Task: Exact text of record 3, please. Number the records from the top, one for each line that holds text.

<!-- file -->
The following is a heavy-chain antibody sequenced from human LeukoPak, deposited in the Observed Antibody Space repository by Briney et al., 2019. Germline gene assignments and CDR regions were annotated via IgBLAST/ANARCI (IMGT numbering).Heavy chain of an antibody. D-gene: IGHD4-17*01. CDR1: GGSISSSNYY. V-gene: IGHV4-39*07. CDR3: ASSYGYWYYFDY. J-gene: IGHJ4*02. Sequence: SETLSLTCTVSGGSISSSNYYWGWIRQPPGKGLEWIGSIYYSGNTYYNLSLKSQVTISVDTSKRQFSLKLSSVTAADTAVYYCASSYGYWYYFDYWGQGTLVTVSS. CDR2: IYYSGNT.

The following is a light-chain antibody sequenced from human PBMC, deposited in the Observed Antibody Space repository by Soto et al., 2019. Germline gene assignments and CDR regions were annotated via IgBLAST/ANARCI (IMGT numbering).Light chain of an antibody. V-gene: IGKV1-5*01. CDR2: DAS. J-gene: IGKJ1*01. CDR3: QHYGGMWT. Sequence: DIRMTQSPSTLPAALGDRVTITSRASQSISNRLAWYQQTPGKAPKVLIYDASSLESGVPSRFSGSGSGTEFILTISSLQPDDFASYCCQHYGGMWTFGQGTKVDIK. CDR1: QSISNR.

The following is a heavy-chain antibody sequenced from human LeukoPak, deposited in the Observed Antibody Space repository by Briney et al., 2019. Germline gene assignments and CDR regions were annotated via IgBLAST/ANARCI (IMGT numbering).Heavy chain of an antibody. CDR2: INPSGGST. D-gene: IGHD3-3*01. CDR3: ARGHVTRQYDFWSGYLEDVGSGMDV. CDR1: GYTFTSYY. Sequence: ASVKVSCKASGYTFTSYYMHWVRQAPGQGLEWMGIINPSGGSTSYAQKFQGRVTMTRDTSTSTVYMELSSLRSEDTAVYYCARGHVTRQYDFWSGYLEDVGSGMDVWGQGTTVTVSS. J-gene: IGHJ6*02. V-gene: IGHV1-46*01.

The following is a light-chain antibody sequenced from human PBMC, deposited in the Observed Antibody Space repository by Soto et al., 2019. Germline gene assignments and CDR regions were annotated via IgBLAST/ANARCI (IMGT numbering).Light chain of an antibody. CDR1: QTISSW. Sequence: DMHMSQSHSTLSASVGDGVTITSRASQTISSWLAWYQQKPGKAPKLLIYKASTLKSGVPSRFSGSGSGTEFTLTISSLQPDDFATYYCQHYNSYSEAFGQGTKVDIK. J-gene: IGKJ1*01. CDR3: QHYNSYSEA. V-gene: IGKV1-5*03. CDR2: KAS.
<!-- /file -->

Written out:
The following is a heavy-chain antibody sequenced from human LeukoPak, deposited in the Observed Antibody Space repository by Briney et al., 2019. Germline gene assignments and CDR regions were annotated via IgBLAST/ANARCI (IMGT numbering).Heavy chain of an antibody. CDR2: INPSGGST. D-gene: IGHD3-3*01. CDR3: ARGHVTRQYDFWSGYLEDVGSGMDV. CDR1: GYTFTSYY. Sequence: ASVKVSCKASGYTFTSYYMHWVRQAPGQGLEWMGIINPSGGSTSYAQKFQGRVTMTRDTSTSTVYMELSSLRSEDTAVYYCARGHVTRQYDFWSGYLEDVGSGMDVWGQGTTVTVSS. J-gene: IGHJ6*02. V-gene: IGHV1-46*01.